1 item from 1999
An autobiographical film in which his fictional counterpart is absent for long periods, Franco Zeffirelli's "Tea with Mussolini" stirs up one's sympathy for ladies in distress -- not too difficult a task for the movies -- but the episodic, ensemble drama, set in Florence before and during World War II, is more a jolly good time than a satisfyingly told story.
The MGM release does have a shot at popularity with mature and female audiences, who will be drawn to the awesome cast, including Cher, Maggie Smith, Joan Plowright, Judi Dench and Lily Tomlin. If nothing else, the little war between the Brits and the Americans provides a good hour of entertainment, with numerous skirmishes around cultural differences and personal conflicts.
Motherless and cast off by his father, illegitimate Luca (Charlie Lucas) is tutored and raised by Mary Wallace (Plowright), one of a group of expatriate British ladies happily, and somewhat obliviously, settled in pre-war Florence. On track to becoming an English gentleman, Luca, the Zeffirelli character, is a good lad with an artistic side. He's in good company with Lady Hester (Smith), widow of the former ambassador, art lover Arabella (Dench) and former Ziegfeld dancer Elsa (Cher), now an art collector and off-and-on resident.
The rise of fascism in Italy is dismissed by Lady Hester, who is loyal to Mussolini (Claudio Spadaro). But as war between Italy and Britain becomes a possibility, as anti-Semitic and anti-English attitudes disrupt the status quo, she leads a small party to Rome, meets with Il Duce himself, and gets personal assurance of their safety.
Nonetheless, with the entry of Italy in the war, the steadfast women are shipped off to the small, many-towered town of San Gimignano, while Luca is sent to Austria for German schooling . At first miserable, Lady Hester and the others are moved to a more comfortable hotel, and believe that Mussolini has not forgotten them. But in fact it's Elsa who secretly foots the bill, though she must still endure anti-American jibes from Lady H.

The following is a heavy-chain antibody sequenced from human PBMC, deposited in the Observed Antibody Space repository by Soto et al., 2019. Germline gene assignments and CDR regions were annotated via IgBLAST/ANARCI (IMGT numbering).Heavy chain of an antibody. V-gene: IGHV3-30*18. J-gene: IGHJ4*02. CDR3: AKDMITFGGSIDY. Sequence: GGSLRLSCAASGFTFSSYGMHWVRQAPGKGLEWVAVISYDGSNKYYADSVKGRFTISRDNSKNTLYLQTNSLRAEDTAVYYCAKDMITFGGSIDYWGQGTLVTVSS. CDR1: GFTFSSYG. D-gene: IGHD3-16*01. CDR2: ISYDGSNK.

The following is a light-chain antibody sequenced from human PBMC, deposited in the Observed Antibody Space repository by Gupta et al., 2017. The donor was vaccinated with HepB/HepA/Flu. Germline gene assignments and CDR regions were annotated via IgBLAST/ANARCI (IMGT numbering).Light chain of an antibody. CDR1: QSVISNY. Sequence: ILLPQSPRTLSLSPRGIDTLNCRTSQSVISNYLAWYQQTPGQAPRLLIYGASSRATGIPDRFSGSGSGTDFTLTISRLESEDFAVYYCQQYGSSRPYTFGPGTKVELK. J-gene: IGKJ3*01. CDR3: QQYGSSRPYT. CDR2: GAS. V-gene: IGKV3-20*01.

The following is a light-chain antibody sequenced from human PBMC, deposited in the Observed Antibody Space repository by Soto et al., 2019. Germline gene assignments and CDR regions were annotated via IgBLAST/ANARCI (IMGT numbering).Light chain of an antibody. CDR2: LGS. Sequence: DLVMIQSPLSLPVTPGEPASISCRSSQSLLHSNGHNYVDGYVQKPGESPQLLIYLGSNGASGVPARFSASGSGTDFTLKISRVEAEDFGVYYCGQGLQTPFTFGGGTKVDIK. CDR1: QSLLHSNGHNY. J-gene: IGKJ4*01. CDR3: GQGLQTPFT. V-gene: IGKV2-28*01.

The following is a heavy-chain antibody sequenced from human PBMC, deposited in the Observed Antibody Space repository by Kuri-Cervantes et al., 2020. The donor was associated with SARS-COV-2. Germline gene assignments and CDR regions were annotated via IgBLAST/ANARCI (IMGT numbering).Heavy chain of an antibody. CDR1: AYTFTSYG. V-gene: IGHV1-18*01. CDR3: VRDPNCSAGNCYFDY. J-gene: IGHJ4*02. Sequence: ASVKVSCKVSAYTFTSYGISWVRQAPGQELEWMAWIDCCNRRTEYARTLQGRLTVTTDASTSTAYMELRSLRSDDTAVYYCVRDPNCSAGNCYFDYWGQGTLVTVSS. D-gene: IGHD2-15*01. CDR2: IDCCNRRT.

The years go by and the war rages, but the "prisoners" don't suffer much. Luca (Baird Wallace) returns to develop a big crush on the Jewish Elsa, whose escape unites all parties. From sandbagging historic frescoes -- the expats love Italy more than the natives -- to the dramatic end of the war when parts of the town are targeted for demolition by retreating soldiers, priority is placed on preserving civilization and culture, giving all the thespian talent plenty of opportunities to probe the emotional depths of the fairly uncomplicated characters.
Rounding out the group is Tomlin, in one of her better roles as an enthusiastically lesbian American. Smith is dominating, but her ideologically cancerous character's mild comeuppance is not much of a payoff. Dench and Plowright are likewise memorable in isolated sequences. Cher has the youthful energy, good looks and comedy background to pull off her breezy part and not let her classy vintage wardrobe grab all of one's attention.
Oscar-winning cinematographer David Watkin ("Out of Africa") goes for a creamy, safe, nostalgic visual scheme and succeeds all too well. The locations are enchanting and the evocative score's a treat.
TEA WITH MUSSOLINI
G2 Films presents
Medusa Film, Catileya, Cineritmo
Film and General Productions
Screenwriters:John Mortimer, Franco Zeffirelli
Producers:Riccardo Tozzi, Giovannella Zannoni, Clive Parsons
Executive producer:Marco Chimenz
Director of photography:David Watkin
Art directors:Carlo Centolavigna, Gioia Fiorella Mariani
Costume designers:Jenny Beavan, Anna Anni, Alberto Spiazzi
Music:Alessio Vlad, Stefano Arnaldi
Mary Wallace:Joan Plowright
Arabella Delancey:Judi Dench
Luca, Age 7:Charlie Lucas
Luca, Age 17:Baird Wallace
Running time --116 minutes
MPAA rating: PG
1 item from 1999
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